Hugh's name was not a Carolingian royal name, but it was common among the Etichonid family of Alsace, who were rumoured to be his mother's relatives. Unfortunately, there is no concrete evidence of his mother's origins. His name however does suggest that his father did not originally intend him to succeed him as king, but instead to rule in Alsace. After Lothair repudiated his wife, Teutberga, shortly after their marriage in 855, he sought to have his relationship with Waldrada and his children with her, including Hugh, legitimized. This would become a continuing theological and political struggle, as the laws and opinions around marriage and infidelity at this time were not solid.
In December 861, Hugh was probably recognized as legitimate by uncle, King Charles of Provence, and great uncle, King Louis of East Francia. The three royal families all signed the memorial book of the abbey of Remiremont as equals at that time. By 863, however, Lothair's request for a divorce had led to strong opposition from the church and an international crisis. It was in this situation that Lothair gave his son the duchy of Alsace during a stay at the court of Louis of East Francia. At his request, Louis then took both his kingdom and his son Hugh under East Frankish protection.
When his cousin Louis the Stammerer, king of West Francia, died in 879, he seized authority in Lotharingia west of the Rhine and the Annales Fuldenses accuse him of "playing the tyrant in Gaul." It is likely that he refused to recognise the succession of Louis's young sons, Louis III and Carloman, to the West Frankish kingdom, as with Boso in Provence. He had a sizable following in Lotharingia, but Louis the Younger, son of Louis the German, came to the defence of the young Louis and Carloman. In 880, he sent men against Hugh's castle at Verdun and defeated his army, burning down the fortress.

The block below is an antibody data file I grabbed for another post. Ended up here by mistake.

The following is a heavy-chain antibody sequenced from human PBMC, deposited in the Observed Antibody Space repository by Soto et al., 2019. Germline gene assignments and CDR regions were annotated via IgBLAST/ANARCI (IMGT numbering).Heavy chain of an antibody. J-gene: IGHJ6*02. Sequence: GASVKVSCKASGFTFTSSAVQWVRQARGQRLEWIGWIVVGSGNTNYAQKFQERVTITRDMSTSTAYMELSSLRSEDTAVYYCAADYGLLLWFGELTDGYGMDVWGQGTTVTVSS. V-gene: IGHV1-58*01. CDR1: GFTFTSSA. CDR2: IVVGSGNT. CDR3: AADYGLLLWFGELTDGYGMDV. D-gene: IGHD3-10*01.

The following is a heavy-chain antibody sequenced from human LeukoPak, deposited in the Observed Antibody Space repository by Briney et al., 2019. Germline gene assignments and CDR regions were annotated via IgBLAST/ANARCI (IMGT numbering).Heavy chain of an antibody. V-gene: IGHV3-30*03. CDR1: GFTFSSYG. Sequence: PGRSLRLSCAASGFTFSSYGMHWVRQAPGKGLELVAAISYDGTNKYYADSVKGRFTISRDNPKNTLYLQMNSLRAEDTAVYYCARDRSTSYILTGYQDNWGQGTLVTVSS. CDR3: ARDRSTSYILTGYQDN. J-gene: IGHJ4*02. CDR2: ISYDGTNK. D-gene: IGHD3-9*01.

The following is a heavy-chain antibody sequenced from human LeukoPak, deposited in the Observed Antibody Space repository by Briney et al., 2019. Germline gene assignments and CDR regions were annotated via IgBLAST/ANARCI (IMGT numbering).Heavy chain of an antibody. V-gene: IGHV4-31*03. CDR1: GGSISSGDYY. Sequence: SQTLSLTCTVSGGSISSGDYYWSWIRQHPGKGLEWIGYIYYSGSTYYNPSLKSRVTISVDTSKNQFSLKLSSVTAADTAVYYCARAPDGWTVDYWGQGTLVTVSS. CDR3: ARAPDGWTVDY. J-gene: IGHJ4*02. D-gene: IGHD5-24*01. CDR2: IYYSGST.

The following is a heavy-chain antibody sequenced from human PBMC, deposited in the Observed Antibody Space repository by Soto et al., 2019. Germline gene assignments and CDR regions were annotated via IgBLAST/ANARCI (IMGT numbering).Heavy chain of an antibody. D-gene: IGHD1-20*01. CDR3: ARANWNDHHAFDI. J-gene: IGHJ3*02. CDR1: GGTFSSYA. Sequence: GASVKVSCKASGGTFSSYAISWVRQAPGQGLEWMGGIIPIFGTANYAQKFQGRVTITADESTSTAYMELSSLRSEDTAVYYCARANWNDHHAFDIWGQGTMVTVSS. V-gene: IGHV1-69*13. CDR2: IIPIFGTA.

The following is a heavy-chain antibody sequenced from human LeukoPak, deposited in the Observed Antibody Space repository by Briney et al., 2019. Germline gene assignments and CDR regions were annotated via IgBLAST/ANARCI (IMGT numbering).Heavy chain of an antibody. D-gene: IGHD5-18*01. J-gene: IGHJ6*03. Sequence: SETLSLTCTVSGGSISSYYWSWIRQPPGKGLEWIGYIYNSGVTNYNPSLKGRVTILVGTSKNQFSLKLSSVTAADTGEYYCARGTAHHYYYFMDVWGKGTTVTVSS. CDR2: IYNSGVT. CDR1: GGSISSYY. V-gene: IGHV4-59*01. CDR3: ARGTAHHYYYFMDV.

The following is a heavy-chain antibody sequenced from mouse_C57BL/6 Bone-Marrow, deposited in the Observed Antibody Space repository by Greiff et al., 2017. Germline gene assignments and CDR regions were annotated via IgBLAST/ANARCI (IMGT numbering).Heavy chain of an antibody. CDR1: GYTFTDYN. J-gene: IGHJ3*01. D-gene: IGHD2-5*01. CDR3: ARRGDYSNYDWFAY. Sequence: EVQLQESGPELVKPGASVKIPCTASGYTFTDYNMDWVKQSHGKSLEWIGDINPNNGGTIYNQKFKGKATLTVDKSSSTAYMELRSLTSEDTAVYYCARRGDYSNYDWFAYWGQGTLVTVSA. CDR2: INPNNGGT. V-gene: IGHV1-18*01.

After his Easter court (23 April) in 882, Louis the Younger enfeoffed Hugh with Alsace, but the latter rebelled and Louis chased him in Burgundy. In 883, Hugh murdered Bernarius, Count of Charpeigne, the second husband of Friderada (widow of Engelram, Chamberlain to Charles the Bald), and married her as her third husband. He also murdered his guardian Wipert of Nantes, son of Lampert III of Nantes, as both Bernarius and Wipert opposed his ambitions. Also in 883, Hugh's sister Gisela married Godfrey, the Viking leader ruling in Frisia. With this alliance, Hugh plotted to seize his father's old kingdom, but in 885, Charles the Fat heard of the scheme and called both Hugh and Godfrey to court, where the former was blinded and the latter killed. Hugh was sent first to Sankt Gallen, then to Fulda, and finally to Prüm in his own country.
- Hans J. Hummer, Politics and Power in Early Medieval Europe: Alsace and the Frankish Realm, 600–1000 (Cambridge, 2006), pp. 171–72.
- Hummer, Politics and Power, pp. 174–76.
- T. Reuter (ed.), The Annals of Fulda (Manchester, 1992).
- E. Dummler, Geschichte des ostfränkischen Reiches (Leipzig, 1887–88)
- E. Muhlbacher, Die Regenten des Kaiserreichs unter den Karolingern (Innsbruck, 1881)
- M. Sdralek, Hinkmars von Rheims Kanonistisches Gutachten uber die Ehescheidung des Königs Lothar II (Freiburg, 1881)